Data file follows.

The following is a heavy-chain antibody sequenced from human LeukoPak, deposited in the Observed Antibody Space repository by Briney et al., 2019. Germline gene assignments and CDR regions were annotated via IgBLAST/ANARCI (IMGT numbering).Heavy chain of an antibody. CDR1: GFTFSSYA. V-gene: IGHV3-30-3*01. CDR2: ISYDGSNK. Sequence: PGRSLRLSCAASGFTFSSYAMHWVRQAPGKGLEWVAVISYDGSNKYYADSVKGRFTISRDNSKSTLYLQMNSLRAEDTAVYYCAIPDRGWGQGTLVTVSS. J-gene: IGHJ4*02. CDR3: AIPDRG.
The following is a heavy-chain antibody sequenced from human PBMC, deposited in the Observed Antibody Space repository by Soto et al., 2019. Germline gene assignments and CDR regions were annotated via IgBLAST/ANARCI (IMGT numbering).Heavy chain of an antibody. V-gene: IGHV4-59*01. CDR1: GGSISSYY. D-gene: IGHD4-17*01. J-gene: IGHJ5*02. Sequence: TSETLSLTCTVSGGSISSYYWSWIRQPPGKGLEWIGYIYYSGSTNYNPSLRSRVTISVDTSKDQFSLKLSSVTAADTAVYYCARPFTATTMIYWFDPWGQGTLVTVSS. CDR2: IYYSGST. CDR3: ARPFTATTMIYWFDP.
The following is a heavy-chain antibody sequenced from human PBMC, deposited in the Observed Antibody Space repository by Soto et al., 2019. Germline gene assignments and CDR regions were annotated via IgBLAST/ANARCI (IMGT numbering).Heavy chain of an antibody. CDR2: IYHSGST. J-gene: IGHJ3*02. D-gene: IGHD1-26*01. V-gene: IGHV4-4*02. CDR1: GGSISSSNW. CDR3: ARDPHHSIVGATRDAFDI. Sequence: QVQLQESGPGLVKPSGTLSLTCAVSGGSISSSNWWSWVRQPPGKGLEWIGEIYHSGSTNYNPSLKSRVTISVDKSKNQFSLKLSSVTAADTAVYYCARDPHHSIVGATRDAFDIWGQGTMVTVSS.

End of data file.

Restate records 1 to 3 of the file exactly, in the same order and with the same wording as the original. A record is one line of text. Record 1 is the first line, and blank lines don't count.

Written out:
The following is a heavy-chain antibody sequenced from human LeukoPak, deposited in the Observed Antibody Space repository by Briney et al., 2019. Germline gene assignments and CDR regions were annotated via IgBLAST/ANARCI (IMGT numbering).Heavy chain of an antibody. CDR1: GFTFSSYA. V-gene: IGHV3-30-3*01. CDR2: ISYDGSNK. Sequence: PGRSLRLSCAASGFTFSSYAMHWVRQAPGKGLEWVAVISYDGSNKYYADSVKGRFTISRDNSKSTLYLQMNSLRAEDTAVYYCAIPDRGWGQGTLVTVSS. J-gene: IGHJ4*02. CDR3: AIPDRG.
The following is a heavy-chain antibody sequenced from human PBMC, deposited in the Observed Antibody Space repository by Soto et al., 2019. Germline gene assignments and CDR regions were annotated via IgBLAST/ANARCI (IMGT numbering).Heavy chain of an antibody. V-gene: IGHV4-59*01. CDR1: GGSISSYY. D-gene: IGHD4-17*01. J-gene: IGHJ5*02. Sequence: TSETLSLTCTVSGGSISSYYWSWIRQPPGKGLEWIGYIYYSGSTNYNPSLRSRVTISVDTSKDQFSLKLSSVTAADTAVYYCARPFTATTMIYWFDPWGQGTLVTVSS. CDR2: IYYSGST. CDR3: ARPFTATTMIYWFDP.
The following is a heavy-chain antibody sequenced from human PBMC, deposited in the Observed Antibody Space repository by Soto et al., 2019. Germline gene assignments and CDR regions were annotated via IgBLAST/ANARCI (IMGT numbering).Heavy chain of an antibody. CDR2: IYHSGST. J-gene: IGHJ3*02. D-gene: IGHD1-26*01. V-gene: IGHV4-4*02. CDR1: GGSISSSNW. CDR3: ARDPHHSIVGATRDAFDI. Sequence: QVQLQESGPGLVKPSGTLSLTCAVSGGSISSSNWWSWVRQPPGKGLEWIGEIYHSGSTNYNPSLKSRVTISVDKSKNQFSLKLSSVTAADTAVYYCARDPHHSIVGATRDAFDIWGQGTMVTVSS.